Here is the proof for the operand lemma `lemma1` and
the data output (both of these assume `lemma2`):

forall (i in TAG) forall (j in REG) forall (k in TAG) forall(c in WORD) using res//free, pout//free, pout.val//lemma2[i] prove st[k]//lemma1[i][j][c], dout//arch[i][j][c];

Notice the we also freed the signals in the `pout` bus (other than
the value itself, which is given by `lemma2`), so that none of the
execution unit logic appears in the cone.

For the results lemma (`lemma2`), we take a similar tack: we use
`lemma2` for the operands, and otherwise free them in order
to eliminate the operand fetch logic from the cone:

forall(i in TAG) forall(j in EU) forall(a in WORD) forall(b in WORD) forall(c in WORD) using opra//free, oprb//free, st[i]//lemma1, f//undefined, f[a][b] prove lemma2[i][j][a][b][c];Notice we've set all the elements of the lookup table for

Now, open
the file. For `st[k].opra.val//lemma1[i][j][c]`, the
``a'' operand correctness lemma, you'll notice we have
two cases to prove:

st[0].opra.val//lemma1[0][0][0] st[1].opra.val//lemma1[0][0][0]

This is because both `i` (the producer RS) and `k` (the
consumer RS) are both of type `TAG`. Thus SMV must verify one
case where `i = k` and one case where `i k`. All the
other cases are equivalent to one of these by permuting values of
type `TAG`. Now, select property `st[1].opra.val//lemma1[0][0][0]`
(this is the more interesting of the two cases, since it involves two
reservation stations). Now, look in the Cone pane. You should observe that
all of the state variables of type `TAG` (such as `st[1].opra.tag`)
require two bits to encode them. This is because the type `TAG` has
been reduced to three values: 0, 1, and an abstract value representing
all the other tags. On the other hand, register indices (such as `srca`)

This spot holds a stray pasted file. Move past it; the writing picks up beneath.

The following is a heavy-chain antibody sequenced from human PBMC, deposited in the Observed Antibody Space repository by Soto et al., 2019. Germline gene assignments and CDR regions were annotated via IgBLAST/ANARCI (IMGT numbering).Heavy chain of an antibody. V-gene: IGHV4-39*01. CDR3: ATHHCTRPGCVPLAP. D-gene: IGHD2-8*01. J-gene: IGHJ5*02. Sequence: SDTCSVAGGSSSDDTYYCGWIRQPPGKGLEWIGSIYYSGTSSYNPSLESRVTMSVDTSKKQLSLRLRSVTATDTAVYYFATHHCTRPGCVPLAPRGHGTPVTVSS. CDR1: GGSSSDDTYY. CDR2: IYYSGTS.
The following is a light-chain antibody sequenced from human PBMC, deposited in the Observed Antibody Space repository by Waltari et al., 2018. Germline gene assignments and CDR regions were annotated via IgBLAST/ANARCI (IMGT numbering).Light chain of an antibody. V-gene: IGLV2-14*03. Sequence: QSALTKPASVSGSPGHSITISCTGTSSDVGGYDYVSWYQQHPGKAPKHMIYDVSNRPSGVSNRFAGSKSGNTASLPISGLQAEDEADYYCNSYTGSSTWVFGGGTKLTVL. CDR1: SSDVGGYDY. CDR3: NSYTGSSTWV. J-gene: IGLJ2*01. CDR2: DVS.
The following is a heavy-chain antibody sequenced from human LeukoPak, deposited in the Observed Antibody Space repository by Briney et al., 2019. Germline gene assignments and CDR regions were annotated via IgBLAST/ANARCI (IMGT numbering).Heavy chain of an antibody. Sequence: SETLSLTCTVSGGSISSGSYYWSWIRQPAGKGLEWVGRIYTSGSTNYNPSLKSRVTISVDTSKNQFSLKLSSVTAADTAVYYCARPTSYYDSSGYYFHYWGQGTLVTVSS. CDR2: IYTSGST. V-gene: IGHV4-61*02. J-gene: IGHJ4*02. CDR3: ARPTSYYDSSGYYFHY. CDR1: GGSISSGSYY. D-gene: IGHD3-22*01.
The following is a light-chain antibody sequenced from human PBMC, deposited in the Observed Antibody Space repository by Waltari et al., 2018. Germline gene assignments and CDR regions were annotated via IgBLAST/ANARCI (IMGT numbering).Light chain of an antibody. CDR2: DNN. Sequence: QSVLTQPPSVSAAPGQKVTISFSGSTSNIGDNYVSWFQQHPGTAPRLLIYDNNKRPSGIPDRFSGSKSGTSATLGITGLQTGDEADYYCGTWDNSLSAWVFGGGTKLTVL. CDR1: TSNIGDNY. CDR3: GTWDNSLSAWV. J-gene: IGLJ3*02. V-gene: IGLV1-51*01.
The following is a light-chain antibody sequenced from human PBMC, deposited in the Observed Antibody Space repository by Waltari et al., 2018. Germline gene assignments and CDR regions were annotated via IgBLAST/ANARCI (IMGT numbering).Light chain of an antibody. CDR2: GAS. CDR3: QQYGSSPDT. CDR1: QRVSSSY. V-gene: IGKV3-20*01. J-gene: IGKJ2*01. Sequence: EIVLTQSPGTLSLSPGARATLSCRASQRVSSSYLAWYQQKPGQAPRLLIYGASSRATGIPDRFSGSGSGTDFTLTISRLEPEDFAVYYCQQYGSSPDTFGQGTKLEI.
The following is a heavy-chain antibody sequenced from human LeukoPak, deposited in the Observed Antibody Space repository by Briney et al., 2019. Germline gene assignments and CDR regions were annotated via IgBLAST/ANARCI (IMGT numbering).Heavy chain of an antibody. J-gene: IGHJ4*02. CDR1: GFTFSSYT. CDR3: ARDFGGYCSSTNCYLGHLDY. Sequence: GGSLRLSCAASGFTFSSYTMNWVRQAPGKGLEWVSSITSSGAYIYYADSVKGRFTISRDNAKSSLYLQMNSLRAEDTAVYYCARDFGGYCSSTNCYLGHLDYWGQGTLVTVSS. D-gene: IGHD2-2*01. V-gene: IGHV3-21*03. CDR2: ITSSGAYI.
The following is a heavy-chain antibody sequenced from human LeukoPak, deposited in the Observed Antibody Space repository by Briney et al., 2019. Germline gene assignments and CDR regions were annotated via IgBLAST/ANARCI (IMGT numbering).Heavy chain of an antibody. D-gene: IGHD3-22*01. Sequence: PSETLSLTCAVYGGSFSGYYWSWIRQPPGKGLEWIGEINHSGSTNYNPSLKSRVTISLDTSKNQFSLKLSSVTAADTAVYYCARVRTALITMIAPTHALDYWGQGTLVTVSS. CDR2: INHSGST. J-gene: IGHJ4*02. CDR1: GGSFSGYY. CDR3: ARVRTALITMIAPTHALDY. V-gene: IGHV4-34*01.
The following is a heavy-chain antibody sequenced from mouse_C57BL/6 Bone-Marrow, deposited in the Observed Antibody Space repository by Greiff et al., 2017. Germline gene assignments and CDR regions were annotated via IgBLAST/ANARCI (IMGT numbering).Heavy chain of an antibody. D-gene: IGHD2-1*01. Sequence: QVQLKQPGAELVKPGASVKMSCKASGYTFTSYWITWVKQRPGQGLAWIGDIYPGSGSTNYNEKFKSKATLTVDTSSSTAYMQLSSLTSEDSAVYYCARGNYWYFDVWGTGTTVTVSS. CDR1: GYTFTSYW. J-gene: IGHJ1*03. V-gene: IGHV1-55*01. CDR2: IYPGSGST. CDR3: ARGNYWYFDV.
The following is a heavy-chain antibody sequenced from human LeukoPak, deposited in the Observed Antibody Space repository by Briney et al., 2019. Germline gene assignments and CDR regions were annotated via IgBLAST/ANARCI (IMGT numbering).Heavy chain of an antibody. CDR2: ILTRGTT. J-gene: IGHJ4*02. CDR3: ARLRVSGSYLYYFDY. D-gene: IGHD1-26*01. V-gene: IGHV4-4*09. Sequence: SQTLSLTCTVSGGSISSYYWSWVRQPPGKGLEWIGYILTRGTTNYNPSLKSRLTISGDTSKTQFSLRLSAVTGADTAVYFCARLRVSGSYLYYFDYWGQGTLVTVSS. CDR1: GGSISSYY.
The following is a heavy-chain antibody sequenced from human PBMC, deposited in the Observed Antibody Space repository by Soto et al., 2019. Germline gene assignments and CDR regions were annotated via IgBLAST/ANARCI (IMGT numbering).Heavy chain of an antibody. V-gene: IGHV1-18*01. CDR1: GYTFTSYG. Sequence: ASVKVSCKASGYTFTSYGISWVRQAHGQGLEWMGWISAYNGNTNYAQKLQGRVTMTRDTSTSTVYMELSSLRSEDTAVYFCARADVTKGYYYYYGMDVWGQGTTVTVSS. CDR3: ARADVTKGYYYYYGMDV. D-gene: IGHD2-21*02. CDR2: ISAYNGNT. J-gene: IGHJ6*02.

have been reduced to just two values, and hence are represented
by a single boolean value. These reductions were made by default,
because we didn't specify data type reductions for the undefined
scalarsets.

Notice also that we have freed signals in such a way as to cut off any
connection to the execution units in the abstract model and the
implementation. Thus, for example, the function `f` does not
appear in the cone. Finally, as a result of the data type reductions,
we have only register zero and RS's zero and one in the
Cone. Accesses to any other elements of these arrays will yield the
undefined value. The result of all these reductions is that the
cone contains only 25 state bits. Try verifying the property. Because
of the small number of state bits, it verifies on my machine in
a little under one second.

Now let's consider the results lemma (`lemma2`). This appears
as a collection of cases of the form:

pout.val//lemma2[i][j][a][b][c]which states that results for RS

pout.val//lemma2[0][0][0][0][0] pout.val//lemma2[0][0][0][1][0] pout.val//lemma2[0][0][1][0][0] pout.val//lemma2[0][0][1][1][0] pout.val//lemma2[0][0][2][0][0] pout.val//lemma2[0][0][2][1][0]This is enough to represent all the possible equality relationships between

Now choose ``Prop|Verify All'' to verify the remaining cases. It should take on the order of five seconds to do this. We have verified an out-of-order execution unit with an arbitrary number of registers and reservation stations, an arbitrary size data word and an arbitrary function. The basic strategy we used to do this was the same as for the simpler pipelined unit:

**Refinement maps and auxiliary state**. We broke the problem into two parts, by writing refinement maps that specify the correct values for the operands and results obtained in the implementation. To do this, the correct values are obtained from the abstract model, and stored in auxiliary state.**Path splitting**. We broke the large data structures (the register file and RS array) down into just a few components by splitting cases on the path taken by a data item from one refinement map to another.**Symmetry**. The large number of cases produced by the above two steps are reduced to a small finite number by considerations of symmetry.**Data type reductions**. After case splitting, we can reduce the large (or infinite) types, such as data words, to small finite types by grouping all the irrelevant values into a single abstract value. A special case of this is the uninterpreted function abstraction, in which we use a large table to represent and arbitrary function, but then split cases in such a way that we use only one element of the table for each case, after the data type reduction.

As a result of this strategy, the problem has been reduced to 11 rather small finite-state lemmas.